PowerBASIC and Turbo C

 BBS: Inland Empire Archive
Date: 09-20-92 (09:20)             Number: 382
From: LAWRENCE GORDON              Refer#: NONE
  To: ROBERT CHURCH                 Recvd: NO  
Subj: PowerBASIC and Turbo C         Conf: (2) Quik_Bas
 On 09-17-92 Robert Church wrote to All...

 RC> Will PowerBASIC link with Turbo C?

Robert - The answer to that is yes. I've done it.

Here's how it's done:
If the word "necessary" is not used, it normally
means optional.
In Turbo C do the following:
 1. Set Options/Compiler/Model to Huge.
 2. Set Options/Compiler/Defines, do nothing here

 3. Set Options/Compiler/Code Generation as follows:
   Calling convention       C
   Instruction set          8088/8086
   Floating Point           Emulation
   Default char type        Signed
   Alignment                Byte          <---necessary
   Generate underbars       OFF           <---necessary
   Merge duplicate strings  OFF
   Standard Stack Frame     ON
   Test stack overflow      OFF
   Line numbers             OFF
   Obj debug information    ON

 4. Set Options/Compiler/Optimization
   Optimize for             Size
   Use register variables   On
   Register optimization    Off
   Jump optimization        Off

 5. Set Options/Compiler/Source
   Identifier length        32
   Nested comments          Off
   ANSI keywords            Off

 6. Set Options/Compiler/Errors
   Errors: stop after       25
   Warnings: stop after     100
   Display warnings         On
   Portability warnings:
   a: on,b: on,c:on,d:on,e:off,f:off,g:off
   Ansi Violations:
   a: to h: all on
   Common Errors:
   a:off,b: to g: all ON
   Less Common Errors:
   a: to f: all OFF

 7. Set Options/Compiler/Names/Code Names/Segment name to CSEG.
    Set Options/Compiler/Names/Code Names/Group   name to
    Set Options/Compiler/Names/Code Names/Class   name to
    (yes, even remove the '*', it defaults to it->*.)

 8. Set Options/Compiler/Names/Data names/Segment name to DSEG.
    Set Options/Compiler/Names/Data Names/Group   name to
    Set Options/Compiler/Names/Data Names/Class   name to
    (yes, even remove the '*', it defaults to it-> *.)

 9. Set Options/Compiler/Names/BSS  Names/Segment name to
    Set Options/Compiler/Names/BSS  Names/Group   name to
    Set Options/Compiler/Names/BSS  Names/Class   name to
    (yes, even remove the '*', it defaults to it-> *.)
    (not necessary but recommended.)

 10.  You DO NOT have to Options/Linker/Initialize segments).
      Map file               OFF
      Initialize segements   ON
      Default libraries      OFF
      Graphics Library       ON
      Warn duplicate symbols OFF
      Stack warning          ON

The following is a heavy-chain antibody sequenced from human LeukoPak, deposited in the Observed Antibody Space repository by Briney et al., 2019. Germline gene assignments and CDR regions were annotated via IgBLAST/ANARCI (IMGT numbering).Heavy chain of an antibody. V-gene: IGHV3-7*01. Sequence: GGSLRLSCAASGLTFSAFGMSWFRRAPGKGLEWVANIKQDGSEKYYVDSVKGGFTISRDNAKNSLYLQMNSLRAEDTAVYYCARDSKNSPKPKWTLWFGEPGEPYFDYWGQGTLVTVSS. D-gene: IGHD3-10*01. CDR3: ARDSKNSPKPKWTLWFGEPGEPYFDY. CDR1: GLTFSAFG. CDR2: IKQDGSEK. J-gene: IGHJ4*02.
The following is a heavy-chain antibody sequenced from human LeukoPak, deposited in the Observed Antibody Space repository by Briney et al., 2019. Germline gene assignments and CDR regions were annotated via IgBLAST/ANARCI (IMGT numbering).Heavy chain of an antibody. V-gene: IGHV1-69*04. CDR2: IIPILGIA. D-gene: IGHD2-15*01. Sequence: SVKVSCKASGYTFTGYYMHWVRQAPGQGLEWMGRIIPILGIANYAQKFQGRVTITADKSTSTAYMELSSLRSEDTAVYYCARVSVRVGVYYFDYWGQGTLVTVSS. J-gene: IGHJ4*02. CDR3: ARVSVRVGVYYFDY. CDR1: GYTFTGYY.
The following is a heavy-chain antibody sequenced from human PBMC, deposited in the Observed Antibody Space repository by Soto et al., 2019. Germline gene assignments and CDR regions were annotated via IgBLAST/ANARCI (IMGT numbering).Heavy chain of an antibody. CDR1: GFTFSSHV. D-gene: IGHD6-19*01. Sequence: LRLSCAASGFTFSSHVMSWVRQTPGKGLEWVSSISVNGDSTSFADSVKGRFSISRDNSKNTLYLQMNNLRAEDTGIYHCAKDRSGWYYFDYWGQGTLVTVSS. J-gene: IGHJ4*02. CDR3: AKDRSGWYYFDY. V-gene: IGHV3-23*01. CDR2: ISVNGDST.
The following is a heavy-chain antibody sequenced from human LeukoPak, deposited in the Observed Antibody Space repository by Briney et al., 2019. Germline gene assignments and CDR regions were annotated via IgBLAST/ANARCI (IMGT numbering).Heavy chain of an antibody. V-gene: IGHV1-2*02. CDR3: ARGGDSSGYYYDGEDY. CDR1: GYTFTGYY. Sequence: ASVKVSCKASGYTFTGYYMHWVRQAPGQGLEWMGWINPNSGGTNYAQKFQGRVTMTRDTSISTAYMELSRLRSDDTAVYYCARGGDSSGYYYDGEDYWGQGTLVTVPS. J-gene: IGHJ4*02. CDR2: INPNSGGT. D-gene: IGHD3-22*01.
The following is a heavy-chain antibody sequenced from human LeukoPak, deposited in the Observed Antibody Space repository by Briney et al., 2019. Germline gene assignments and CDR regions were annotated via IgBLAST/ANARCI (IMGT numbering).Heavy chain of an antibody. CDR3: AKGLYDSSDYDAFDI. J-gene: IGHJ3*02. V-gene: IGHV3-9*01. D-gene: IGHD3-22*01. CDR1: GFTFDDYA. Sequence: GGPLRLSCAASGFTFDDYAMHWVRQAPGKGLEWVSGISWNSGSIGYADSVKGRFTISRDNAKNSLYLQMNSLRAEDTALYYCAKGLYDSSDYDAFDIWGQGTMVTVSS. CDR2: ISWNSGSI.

Case-sensitive link    ON

 11. Set Options/Environment
     Message Tracking Current File
     Keep messages            NO
     Config autosave          OFF
     Edit Auto Save           ON
     Backup Files             ON
     Tab Size                 8
     Zoomed Windows           Off
     Screen Size    / 25 line display

 12. Set Options/Directories
     Set this as needed

 13. Set Options/Arguments
     this is not used

 14. After selection all your options be sure to save them.

 15. Now you can $LINK the .OBJ module into your PB program.
     Source code is shown below.

Here's a simple example of a C function which takes an integer
as a parameter, adds 17 to it, and returns it to the PB program:


  /* compile this to MYCCODE.OBJ */
  int pascal DOCALC (int far *pbvar)
  return (*pbvar)+17;


  $link "myccode.obj"
  declare function DOCALC%(integer)
  print DOCALC%(5)     'prints 22 (5+17)

Some things to note: the C function is declared to use
PASCAL calling conventions (because of the way C handles
parameter passing and the C function must clean up
the stack after the call, not PB), the parameter PBVAR
is declared to be a far pointer to an integer since PB
passes all parameters as far pointers, the function has
a return type of INT which causes the returned integer to
be placed in the AX register upon return (which is what PB
expects of an external function that returns an integer), and
PB's DECLARE statement must explicitly specify that the C
function is an integer function which takes an integer as a

Here's a simple example of a C routine which changes
the first character of a PB string which is passed to
it as a parameter:


  /* compile as MYCCODE.OBJ */

  #include <dos.h>

  void pascal DOSTR(unsigned far *stseg, unsigned far *stofs, int far *stlen)
  char far *stdata;     /* will point to actual string data */

  if (*stlen) {         /* if string length > 0 */
    stdata = (char far *) MK_FP(*stseg, *stofs);  /* get data pointer */
    if (stdata)         /* if valid string */
      *stdata = '*';    /* change 1st char of string to '*' */
Name: The Sniffler #111 @2095 VirtualNET Thru Gateway #2 @6852
Date: Tue Sep 22, 1992 13:07
From: WWIVnet - Snafu Software (Illinois) [618-234-2631]

Re: Detect Remote Connect...
By: Val #1 @6189 VirtualNET  

  You can define your com ports as an MSR, depending on which it is, then
call a subroutine to detect carrier or not.  For example:

 Assuming Port$="Com1" or "Com2"
If port$="Com1" then MSR = &H3FE
If port$="Com2" then MSR = &H2FE

  gosub checkonline
  if on=1 then goto useronline
  if on=0 then goto nouseronline


  if imp(MSR) >= 128 then online=1 : return
                          online=0 : return
                                                       The Sniffler

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